Figure 1. Chaperone and disease. Histone chaperones bind to their respective histone molecules and deposit them on to DNA template, leading to formation of nucleosome, repeating units of which join together to form a 10 nm chromatin fibre and upon H1 deposition a 30 nm chromatim structure is formed thus leading to compaction of DNA. By playing a major role in chromatin assembly, chaperones act as a central to DNA replication, repair and transcription. Thus, any misregulation in the levels of these proteins or any mutation in them leads to disease.

breast, renal, and prostate cancer [58] . Mutations in another H2A/H2B chaperone Nap-1 have also been associated with many human cancers. NPM1 (chaperone for H3/H4 and H1) play a role in ribosome assembly, inhibition of pro-apoptotic pathways, maintenance of genomic stability. It has also been known to interact with the tumor suppressor protein p53, Rb, and ARF and also many other viral proteins [59] . Also is significantly abundant in tumor and growing cells compared to normal cells, hence used as a tumor marker and also known to be a putative proto-oncogene [60] . NPM1 mutations are common in acute myeloid leukemia (AML) which is characterized by abnormal NPM1 accumulation in the cytoplasm [61] . Survival of NPM-negative colorectal cancer patients be likely to be better than those for patients with NPM-positive lesions [62] .

Overexpression of the DEK, a histone chaperone for H3.3 has been reported in a number of cancers like glioblastoma, melanoma, colorectal and bladder carcinoma and is known to play major role in promoting epithelial transformation. DEK inhibits senescence and apoptosis via the destabilization of p53, hinting its role in carcinogenesis. In human promyelocytic HL-60 cells differentiation led to DEK down regulation [63] . Conversely, upon overexpression of the DEK, differentiation programs can be neutralized, favoring oncogenic transformation [63] . A direct proof of DEK as “oncogene” has developed when it was seen that papilloma formation was significantly decreased in DEK knockout mice compared to wild type animals and heterozygote controls [64] . It also forms a fusion protein with calcium-dependent phosphatase calcineurin (CAN) owing to chromosomal translocation which has been detected in acute myeloid leukemia (AML) [65] . This fusion results in reduced interactions of DEK with H3.3 aiding in the recruitment of HP1 and thus promoting leukemia progression through misregulation of transcriptional repression [51] . Amplifications and copy number increase of the DEK gene were also found in a variety of malignancies, particularly in bladder cancer, melanoma and retinoblastoma [66] .

Apart from overexpression, certain mutations within chaperones and their associated proteins have also been related to cancer. Mutations in Daxx-ATRX–H3.3 pathway have been observed in pancreatic neuroendocrine tumors [67] . Such mutations have also been identified in pediatric glioblastoma tumor samples. Because of their high incidence these mutations are now called as the “driver mutations” for promoting cancers [68] . In addition to cancer, misregulation of histone chaperones has also been reported in other diseases. In DiGeorge syndrome (DGS), small region of six HIRA genes located on Chromosome 22 is frequently deleted resulting in reduced levels of HIRA production [69] . It has been reported that reduction of HIRA in animal model systems leads to persistent truncusarteriosus, a phenotypic change associated with DGS [70] , suggesting that HIRA haploinsufficiency contributes to the development of DGS.

6. Concluding Remarks

Histone chaperones play a central role in governing many of the cellular functions and hence disease (specific chaperones are exemplified in Table 1). In this era of modern medicine where targeted therapies are being looked upon as the new ray of hope to win long fought battles against diseases like cancer, targeting histone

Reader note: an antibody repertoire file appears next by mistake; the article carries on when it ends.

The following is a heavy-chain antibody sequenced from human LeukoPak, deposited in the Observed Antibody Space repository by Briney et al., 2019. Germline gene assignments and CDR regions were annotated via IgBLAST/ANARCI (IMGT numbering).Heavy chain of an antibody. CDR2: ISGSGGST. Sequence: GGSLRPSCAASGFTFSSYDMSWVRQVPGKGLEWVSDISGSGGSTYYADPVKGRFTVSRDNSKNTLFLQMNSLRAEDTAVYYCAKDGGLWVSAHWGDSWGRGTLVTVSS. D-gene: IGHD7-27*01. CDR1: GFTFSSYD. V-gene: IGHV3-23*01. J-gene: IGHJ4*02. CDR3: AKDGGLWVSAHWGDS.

Table 1 . Histone chaperones, functions and their implications in disease.                                          

chaperones may be a new weapon in the armory. Histone chaperones Asf1b, CAF-1p60 and tNASP are highly correlated with proliferating cells and with many cancers. Therefore these can be used as new proliferation markers of interest for early detection of a wide range of cancers, and can also be used as a powerful prognostic marker for occurrence of metastasis. Knockdown of tNASP resulted in inhibition of proliferation and apoptosis [55] , leading us to consider them not only as prognostic markers, but also as a target of diagnostic importance. Another histone chaperone which has been in the limelight in recent years for its correlation with cancer is the FACT complex. Levels of FACT complex increase in certain cancers, based on which they can be divided into FACT positive and negative cancers. Survival of patients with FACT-positive tumors was significantly less than that of patients with FACT-negative tumors. Also, within these FACT-positive cancers, the levels of expression are very different; the more the expression of FACT, the more aggressive is the cancer. Link between FACT expression and metastasis is corroborated by the reports of levels of FACT to be significantly correlated with metastasis of breast, renal, and prostate cancer [58] . Hence it can act as a promising marker and target for those cancers characterized by high aggressiveness and poor prognosis. As FACT expression is absent/less in most normal cells/tissues, pharmacological inhibition of FACT could be a safe and operative strategy to treat those types of cancer for which there are very few treatment modalities.

Not only can the levels of chaperones, but also mutations in these proteins contribute towards disease progression. Using deep sequencing technology, mutations have been found in the H3.3/ATRX-DAXX pathway in pediatric glioblastoma tissue samples. As these mutations are very specific to cancer, drugs can be developed for targeting specifically such cancers. Even though many intricate details of how these mutations in chaperones and related proteins lead to human diseases are still in the dark, but with the advent of recent technologies it is hopefully just a matter of time for these to be revealed and targeted. However, before using them as therapeutic targets, further understanding is needed to determine whether the altered abundance of histone chaperones observed in human cancers is the consequence or the cause of tumorigenesis. Nonetheless, it leads us to hypothesize for the role of histone chaperones as a promising molecular target for therapies aiming to reverse epigenetic alterations in various diseases.


The authors are grateful to all members of Gupta Lab, ACTREC for valuable discussions. Special thanks to Mr. Shyam Chavan for helping in drawing figure. D.R and S.B are supported by CSIR fellowship.